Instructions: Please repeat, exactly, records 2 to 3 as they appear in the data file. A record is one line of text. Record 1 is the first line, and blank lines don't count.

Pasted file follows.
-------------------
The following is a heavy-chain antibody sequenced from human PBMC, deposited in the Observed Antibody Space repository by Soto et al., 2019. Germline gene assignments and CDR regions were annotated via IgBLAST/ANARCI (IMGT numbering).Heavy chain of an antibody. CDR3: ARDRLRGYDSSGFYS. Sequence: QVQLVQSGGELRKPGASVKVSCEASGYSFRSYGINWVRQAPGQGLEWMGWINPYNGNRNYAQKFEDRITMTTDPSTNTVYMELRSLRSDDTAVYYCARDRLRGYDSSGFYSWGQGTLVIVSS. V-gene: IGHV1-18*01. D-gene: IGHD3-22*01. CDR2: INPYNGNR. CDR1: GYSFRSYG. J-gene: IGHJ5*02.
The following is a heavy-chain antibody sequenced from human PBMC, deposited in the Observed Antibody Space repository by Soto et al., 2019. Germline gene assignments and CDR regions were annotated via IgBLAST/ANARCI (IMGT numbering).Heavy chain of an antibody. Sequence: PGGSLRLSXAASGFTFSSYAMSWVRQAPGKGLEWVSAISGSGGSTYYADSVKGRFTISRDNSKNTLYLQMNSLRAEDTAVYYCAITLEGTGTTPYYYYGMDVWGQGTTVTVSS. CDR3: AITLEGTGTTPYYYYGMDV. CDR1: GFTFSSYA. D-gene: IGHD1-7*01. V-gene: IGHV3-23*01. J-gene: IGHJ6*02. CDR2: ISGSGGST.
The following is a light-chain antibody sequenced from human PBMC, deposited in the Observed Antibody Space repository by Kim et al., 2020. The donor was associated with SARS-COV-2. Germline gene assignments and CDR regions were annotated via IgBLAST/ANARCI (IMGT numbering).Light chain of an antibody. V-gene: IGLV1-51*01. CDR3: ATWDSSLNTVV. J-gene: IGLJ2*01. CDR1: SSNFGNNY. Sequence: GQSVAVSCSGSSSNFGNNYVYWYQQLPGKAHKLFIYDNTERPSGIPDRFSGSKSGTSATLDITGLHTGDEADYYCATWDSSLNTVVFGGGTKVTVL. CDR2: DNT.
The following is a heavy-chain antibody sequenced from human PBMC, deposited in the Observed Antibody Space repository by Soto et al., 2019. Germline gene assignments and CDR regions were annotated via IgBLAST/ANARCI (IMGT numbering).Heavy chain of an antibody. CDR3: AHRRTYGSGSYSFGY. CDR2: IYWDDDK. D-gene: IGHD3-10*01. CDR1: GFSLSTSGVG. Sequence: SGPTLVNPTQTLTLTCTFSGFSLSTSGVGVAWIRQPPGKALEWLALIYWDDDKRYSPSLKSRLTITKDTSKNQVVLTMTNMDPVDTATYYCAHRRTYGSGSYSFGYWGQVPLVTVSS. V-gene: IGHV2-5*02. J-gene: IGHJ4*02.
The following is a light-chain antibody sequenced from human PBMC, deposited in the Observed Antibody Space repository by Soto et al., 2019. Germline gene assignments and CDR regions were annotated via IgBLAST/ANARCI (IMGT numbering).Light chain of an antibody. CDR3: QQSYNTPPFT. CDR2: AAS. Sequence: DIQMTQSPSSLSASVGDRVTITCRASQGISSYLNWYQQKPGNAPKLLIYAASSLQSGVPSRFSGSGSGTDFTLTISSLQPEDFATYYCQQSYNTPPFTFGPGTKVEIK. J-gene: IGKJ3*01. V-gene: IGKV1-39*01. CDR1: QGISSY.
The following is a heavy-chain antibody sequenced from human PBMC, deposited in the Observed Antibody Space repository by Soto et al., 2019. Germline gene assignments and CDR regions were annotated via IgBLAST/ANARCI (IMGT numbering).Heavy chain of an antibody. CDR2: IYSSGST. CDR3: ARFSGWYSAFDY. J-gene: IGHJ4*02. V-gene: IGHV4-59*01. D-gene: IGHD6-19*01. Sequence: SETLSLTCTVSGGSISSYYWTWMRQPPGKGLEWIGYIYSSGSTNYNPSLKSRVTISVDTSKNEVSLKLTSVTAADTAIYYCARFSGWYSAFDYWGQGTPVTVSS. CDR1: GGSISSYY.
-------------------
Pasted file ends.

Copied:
The following is a heavy-chain antibody sequenced from human PBMC, deposited in the Observed Antibody Space repository by Soto et al., 2019. Germline gene assignments and CDR regions were annotated via IgBLAST/ANARCI (IMGT numbering).Heavy chain of an antibody. Sequence: PGGSLRLSXAASGFTFSSYAMSWVRQAPGKGLEWVSAISGSGGSTYYADSVKGRFTISRDNSKNTLYLQMNSLRAEDTAVYYCAITLEGTGTTPYYYYGMDVWGQGTTVTVSS. CDR3: AITLEGTGTTPYYYYGMDV. CDR1: GFTFSSYA. D-gene: IGHD1-7*01. V-gene: IGHV3-23*01. J-gene: IGHJ6*02. CDR2: ISGSGGST.
The following is a light-chain antibody sequenced from human PBMC, deposited in the Observed Antibody Space repository by Kim et al., 2020. The donor was associated with SARS-COV-2. Germline gene assignments and CDR regions were annotated via IgBLAST/ANARCI (IMGT numbering).Light chain of an antibody. V-gene: IGLV1-51*01. CDR3: ATWDSSLNTVV. J-gene: IGLJ2*01. CDR1: SSNFGNNY. Sequence: GQSVAVSCSGSSSNFGNNYVYWYQQLPGKAHKLFIYDNTERPSGIPDRFSGSKSGTSATLDITGLHTGDEADYYCATWDSSLNTVVFGGGTKVTVL. CDR2: DNT.